Forcing the Red Badge of Courage and the Great Gatsby on students is a waste also. Have you ever need to know anything about those books?
 
2012-07-30 03:21:21 PM
LAUGHTER OL if you cannot understand the simple algebra then you do not deserve to get to second base at all. That clasps are on the front of those silly.
 
2012-07-30 03:23:30 PM

meow said the dog: LAUGHTER OL if you cannot understand the simple algebra then you do not deserve to get to second base at all. That clasps are on the front of those silly.


Why would algae wear a bra? They have no boobies.
 
2012-07-30 03:26:13 PM
I went into that article thinking you could get rid of algebra if you replaced it with something more relevant like statistics.

The nation would be much better off if everyone had a basic understanding of stats.
 
2012-07-30 03:35:53 PM

slayer199: As much as I hated algebra (and still do), I wouldn't want to abandon teaching it. Geometry is useful, statistics can be useful. However, forcing pre-calc and college algebra on college students that will never need either is a waste.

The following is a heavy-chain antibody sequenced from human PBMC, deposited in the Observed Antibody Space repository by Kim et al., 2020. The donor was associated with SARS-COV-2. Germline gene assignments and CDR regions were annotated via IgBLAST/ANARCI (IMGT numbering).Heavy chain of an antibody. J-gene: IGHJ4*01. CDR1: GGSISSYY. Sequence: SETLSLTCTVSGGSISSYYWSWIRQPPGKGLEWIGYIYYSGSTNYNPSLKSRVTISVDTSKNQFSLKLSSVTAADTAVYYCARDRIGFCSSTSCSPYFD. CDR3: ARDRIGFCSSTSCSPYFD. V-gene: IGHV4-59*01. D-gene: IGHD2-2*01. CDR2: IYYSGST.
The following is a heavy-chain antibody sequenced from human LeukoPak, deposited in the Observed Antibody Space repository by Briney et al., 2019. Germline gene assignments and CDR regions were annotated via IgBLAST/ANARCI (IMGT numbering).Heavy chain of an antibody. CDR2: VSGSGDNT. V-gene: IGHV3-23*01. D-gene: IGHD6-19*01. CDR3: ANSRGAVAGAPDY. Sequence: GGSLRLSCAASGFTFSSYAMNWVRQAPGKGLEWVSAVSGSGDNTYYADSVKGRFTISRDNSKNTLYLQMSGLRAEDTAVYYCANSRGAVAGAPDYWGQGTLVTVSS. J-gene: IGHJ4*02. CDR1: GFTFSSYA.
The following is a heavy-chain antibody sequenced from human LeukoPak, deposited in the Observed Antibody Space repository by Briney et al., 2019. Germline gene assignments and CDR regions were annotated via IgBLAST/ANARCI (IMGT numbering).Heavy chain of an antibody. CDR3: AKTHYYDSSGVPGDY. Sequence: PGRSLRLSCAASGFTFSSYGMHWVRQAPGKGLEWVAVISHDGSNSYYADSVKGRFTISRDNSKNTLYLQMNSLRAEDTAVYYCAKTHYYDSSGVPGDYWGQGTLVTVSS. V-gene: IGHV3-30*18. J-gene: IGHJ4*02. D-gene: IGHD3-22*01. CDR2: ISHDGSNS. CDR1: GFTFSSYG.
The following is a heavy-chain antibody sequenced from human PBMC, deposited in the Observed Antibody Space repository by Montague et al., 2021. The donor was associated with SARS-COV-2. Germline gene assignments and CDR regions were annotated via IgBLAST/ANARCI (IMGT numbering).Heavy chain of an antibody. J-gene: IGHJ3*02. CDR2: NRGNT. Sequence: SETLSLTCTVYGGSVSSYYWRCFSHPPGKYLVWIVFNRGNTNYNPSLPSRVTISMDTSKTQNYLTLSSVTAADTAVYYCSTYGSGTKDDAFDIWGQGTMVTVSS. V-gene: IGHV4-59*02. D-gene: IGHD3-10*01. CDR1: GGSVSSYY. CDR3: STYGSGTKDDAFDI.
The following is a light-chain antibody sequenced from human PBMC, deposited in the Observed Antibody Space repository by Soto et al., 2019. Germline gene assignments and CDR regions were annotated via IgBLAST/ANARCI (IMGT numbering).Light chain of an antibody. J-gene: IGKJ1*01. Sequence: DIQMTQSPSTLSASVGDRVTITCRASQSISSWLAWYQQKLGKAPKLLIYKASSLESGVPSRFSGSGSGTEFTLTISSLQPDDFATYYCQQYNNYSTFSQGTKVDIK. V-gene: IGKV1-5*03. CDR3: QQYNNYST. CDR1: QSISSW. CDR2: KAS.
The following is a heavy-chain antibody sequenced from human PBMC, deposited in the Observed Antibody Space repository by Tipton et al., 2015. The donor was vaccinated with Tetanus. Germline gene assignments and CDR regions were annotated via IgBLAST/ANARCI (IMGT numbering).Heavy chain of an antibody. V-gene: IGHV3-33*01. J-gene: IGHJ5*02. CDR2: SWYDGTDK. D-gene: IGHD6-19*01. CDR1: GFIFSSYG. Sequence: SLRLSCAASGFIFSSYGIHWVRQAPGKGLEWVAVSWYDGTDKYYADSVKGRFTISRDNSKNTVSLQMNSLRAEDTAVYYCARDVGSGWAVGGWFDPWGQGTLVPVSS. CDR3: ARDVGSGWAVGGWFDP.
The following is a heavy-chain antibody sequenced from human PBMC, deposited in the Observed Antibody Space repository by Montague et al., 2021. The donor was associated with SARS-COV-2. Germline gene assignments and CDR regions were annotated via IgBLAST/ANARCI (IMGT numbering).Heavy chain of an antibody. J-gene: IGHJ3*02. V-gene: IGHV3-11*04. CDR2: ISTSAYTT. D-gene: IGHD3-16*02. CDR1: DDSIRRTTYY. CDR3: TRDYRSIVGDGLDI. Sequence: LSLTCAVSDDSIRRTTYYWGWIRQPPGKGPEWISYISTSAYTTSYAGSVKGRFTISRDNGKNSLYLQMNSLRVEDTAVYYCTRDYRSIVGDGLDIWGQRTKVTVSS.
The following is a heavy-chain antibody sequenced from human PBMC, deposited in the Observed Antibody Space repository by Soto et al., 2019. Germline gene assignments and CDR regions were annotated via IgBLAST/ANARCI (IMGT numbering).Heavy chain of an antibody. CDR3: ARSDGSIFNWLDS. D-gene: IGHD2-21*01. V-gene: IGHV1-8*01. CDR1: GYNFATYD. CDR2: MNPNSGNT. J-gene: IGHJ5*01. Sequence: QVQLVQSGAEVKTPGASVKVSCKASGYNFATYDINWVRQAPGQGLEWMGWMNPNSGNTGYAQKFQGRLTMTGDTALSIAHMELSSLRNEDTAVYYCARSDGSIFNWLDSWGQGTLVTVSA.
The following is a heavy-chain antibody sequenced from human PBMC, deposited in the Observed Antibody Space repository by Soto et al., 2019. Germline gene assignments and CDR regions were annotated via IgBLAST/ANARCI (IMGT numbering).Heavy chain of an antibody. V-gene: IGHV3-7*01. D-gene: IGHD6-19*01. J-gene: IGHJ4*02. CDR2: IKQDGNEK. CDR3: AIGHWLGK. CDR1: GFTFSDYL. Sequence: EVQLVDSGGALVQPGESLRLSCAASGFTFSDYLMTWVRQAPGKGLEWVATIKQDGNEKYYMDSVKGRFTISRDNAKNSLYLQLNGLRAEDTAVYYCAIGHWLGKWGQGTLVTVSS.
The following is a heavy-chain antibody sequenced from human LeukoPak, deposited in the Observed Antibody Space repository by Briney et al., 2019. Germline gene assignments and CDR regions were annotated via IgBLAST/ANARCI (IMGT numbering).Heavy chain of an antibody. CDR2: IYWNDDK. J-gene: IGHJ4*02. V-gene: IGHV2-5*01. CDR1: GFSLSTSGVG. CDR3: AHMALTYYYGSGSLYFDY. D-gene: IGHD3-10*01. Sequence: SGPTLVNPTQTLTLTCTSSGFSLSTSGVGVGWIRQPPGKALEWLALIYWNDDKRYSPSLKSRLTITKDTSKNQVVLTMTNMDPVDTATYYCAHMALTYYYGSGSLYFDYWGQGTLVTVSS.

I disagree - a university degree should (but usually doesn't) indicate a person with a well-rounded education.

Allowing people to focus exclusively on their degree is job training, not university education. You end up wit scientists who can't write, and historians who can't analyze data.
 
2012-07-30 03:45:57 PM
It's not that we teach too much math, it just seems like a third of every year of math is spent reviewing the previous year. If we'd just go with a "get it or don't" mentality, we might be able to teach something useful someday.
 
2012-07-30 03:54:42 PM
John P. Smith III, an educational psychologist at Michigan State University who has studied math education, has found that "mathematical reasoning in workplaces differs markedly from the algorithms taught in school."

No shiat. That's because you aren't supposed to learn the algorithms; you're supposed to learn how abstraction and reasoning lead to the algorithms. We don't need any more people in the workforce who are experts in applying the quadratic formula, but that simply isn't the point. Mathematical reasoning in workplaces takes the form of abstraction and identification of relationships between abstractions. These are the skills you are supposed to begin to develop in high school "algebra" and geometry. And if you can't, you should be a barrista or some kind of clerk. You have no business making decisions. Or you could be a political science professor, who's work depends heavily on numbers he doesn't understand. You could do that, too.